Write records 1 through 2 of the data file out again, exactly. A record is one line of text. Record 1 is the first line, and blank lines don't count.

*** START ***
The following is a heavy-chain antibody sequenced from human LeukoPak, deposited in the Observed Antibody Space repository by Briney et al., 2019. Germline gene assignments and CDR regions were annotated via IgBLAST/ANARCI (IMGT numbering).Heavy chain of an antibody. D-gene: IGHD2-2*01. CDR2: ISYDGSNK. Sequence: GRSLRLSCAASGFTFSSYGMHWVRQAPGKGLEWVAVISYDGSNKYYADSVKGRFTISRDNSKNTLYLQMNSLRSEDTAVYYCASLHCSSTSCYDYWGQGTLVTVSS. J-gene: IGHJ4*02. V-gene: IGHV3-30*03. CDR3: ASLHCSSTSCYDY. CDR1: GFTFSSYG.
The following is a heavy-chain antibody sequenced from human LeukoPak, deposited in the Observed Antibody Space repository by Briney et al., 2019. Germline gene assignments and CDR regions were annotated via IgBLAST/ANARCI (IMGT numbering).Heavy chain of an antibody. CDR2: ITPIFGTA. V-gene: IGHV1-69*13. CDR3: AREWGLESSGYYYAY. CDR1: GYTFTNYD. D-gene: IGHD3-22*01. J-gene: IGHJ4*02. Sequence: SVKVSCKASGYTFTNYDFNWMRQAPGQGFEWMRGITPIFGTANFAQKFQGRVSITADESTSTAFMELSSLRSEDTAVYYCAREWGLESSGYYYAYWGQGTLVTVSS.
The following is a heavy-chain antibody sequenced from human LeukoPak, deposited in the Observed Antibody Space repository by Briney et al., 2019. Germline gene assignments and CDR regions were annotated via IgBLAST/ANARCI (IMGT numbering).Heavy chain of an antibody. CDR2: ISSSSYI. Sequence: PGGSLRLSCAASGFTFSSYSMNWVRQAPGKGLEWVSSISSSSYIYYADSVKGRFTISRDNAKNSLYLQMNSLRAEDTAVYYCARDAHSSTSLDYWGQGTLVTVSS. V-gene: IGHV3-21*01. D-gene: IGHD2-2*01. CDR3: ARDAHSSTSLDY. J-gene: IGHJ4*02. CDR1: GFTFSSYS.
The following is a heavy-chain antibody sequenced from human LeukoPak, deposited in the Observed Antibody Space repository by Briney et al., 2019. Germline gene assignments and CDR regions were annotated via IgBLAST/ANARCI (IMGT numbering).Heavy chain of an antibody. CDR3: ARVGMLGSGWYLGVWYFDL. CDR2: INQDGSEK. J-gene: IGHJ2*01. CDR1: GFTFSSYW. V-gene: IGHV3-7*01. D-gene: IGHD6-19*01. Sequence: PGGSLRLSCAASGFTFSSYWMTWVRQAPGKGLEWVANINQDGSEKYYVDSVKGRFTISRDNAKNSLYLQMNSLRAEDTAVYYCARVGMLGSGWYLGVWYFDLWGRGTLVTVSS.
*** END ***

The following is a heavy-chain antibody sequenced from human LeukoPak, deposited in the Observed Antibody Space repository by Briney et al., 2019. Germline gene assignments and CDR regions were annotated via IgBLAST/ANARCI (IMGT numbering).Heavy chain of an antibody. D-gene: IGHD2-2*01. CDR2: ISYDGSNK. Sequence: GRSLRLSCAASGFTFSSYGMHWVRQAPGKGLEWVAVISYDGSNKYYADSVKGRFTISRDNSKNTLYLQMNSLRSEDTAVYYCASLHCSSTSCYDYWGQGTLVTVSS. J-gene: IGHJ4*02. V-gene: IGHV3-30*03. CDR3: ASLHCSSTSCYDY. CDR1: GFTFSSYG.
The following is a heavy-chain antibody sequenced from human LeukoPak, deposited in the Observed Antibody Space repository by Briney et al., 2019. Germline gene assignments and CDR regions were annotated via IgBLAST/ANARCI (IMGT numbering).Heavy chain of an antibody. CDR2: ITPIFGTA. V-gene: IGHV1-69*13. CDR3: AREWGLESSGYYYAY. CDR1: GYTFTNYD. D-gene: IGHD3-22*01. J-gene: IGHJ4*02. Sequence: SVKVSCKASGYTFTNYDFNWMRQAPGQGFEWMRGITPIFGTANFAQKFQGRVSITADESTSTAFMELSSLRSEDTAVYYCAREWGLESSGYYYAYWGQGTLVTVSS.